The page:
Gin byproduct was obtained from 2 different cotton gins in Alabama during the study. Two sources of cotton gin byproduct were used because gins that have adopted the use of baling their gin byproduct primarily exclusively market gin byproduct using this mechanism and no longer stack loose byproduct. The number of cotton gins in Alabama baling gin byproduct is limited in number (n = 3 of 29 active gins), whereas loose gin byproduct is still more abundant in availability. Loose gin byproduct was thus acquired from the closest ginning facility to the Auburn University Beef Cattle Evaluation Center for the purpose of the study. Baled cotton gin byproduct was obtained from the Henry County Gin LLC. Both sources of gin byproduct originated from cotton ginned during the 2020 production season. Baled cotton gin byproduct was produced by compressing loose gin byproduct into modules approximately 0.6 m × 0.6 m × 1.8 m and binding them with plastic lashing strips. Following baling, bales were immediately transported to the Auburn University Beef Cattle Evaluation Center and stored outside, on the ground covered with a plastic tarp. Loose cotton gin byproduct was obtained from Milstead Farm Group Inc. The loose cotton gin byproduct was obtained from an outdoor stack from the 2020 production season and transported to the Auburn University Bull Test and Evaluation Center. Loose gin byproduct was stored under shelter on a concrete pad to minimize waste and allow easier access for feeding. Loads of gin byproduct were obtained every 2 wk during the feeding trial (n = 4 loads during the duration of the study). In addition to gin byproduct, all cattle received 2.2 kg per head per day of a 50:50 mixture of corn gluten feed and soyhull pellets at morning feeding to meet target energy requirements for their respective stage of production based on nutrient requirement tables published by the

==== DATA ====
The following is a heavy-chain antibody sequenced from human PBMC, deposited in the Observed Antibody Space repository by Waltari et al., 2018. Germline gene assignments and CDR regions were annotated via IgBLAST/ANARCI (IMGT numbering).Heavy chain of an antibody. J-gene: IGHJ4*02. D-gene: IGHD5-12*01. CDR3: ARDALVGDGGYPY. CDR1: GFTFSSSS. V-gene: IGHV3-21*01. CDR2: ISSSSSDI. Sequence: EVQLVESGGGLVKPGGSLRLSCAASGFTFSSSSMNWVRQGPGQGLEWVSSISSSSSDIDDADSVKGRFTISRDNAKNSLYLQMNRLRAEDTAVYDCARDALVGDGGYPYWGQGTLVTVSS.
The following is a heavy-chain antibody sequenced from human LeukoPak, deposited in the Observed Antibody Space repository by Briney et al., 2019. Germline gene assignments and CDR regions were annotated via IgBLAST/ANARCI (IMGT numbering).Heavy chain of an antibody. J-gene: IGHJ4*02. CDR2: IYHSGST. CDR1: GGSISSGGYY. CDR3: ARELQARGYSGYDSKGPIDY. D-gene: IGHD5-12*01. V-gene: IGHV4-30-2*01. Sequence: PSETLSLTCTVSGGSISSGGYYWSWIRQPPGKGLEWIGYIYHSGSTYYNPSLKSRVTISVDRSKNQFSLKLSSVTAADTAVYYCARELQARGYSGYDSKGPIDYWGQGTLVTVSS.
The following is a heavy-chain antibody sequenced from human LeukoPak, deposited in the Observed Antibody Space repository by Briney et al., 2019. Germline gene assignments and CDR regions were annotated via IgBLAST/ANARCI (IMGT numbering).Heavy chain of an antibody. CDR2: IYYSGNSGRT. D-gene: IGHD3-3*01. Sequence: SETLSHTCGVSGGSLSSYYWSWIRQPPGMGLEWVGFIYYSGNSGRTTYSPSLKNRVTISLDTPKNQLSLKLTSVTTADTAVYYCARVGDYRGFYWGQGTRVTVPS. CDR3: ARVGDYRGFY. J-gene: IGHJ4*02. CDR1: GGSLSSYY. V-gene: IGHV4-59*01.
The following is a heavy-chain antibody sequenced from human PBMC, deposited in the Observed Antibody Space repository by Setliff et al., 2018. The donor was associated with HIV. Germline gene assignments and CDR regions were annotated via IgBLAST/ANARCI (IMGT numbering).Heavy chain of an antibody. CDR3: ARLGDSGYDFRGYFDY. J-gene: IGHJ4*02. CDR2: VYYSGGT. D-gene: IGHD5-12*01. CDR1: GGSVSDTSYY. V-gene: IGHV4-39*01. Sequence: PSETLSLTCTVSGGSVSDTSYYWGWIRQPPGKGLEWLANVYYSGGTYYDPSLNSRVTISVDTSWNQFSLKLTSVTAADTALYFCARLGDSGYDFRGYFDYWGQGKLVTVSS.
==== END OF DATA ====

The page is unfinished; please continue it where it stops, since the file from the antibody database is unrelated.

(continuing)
NASEM (National Academies of Sciences, Engineering, and Medicine). 2016. Nutrient Requirements of Beef Cattle. 8th ed. Natl. Acad. Press. https://doi.org/10.17226/19014.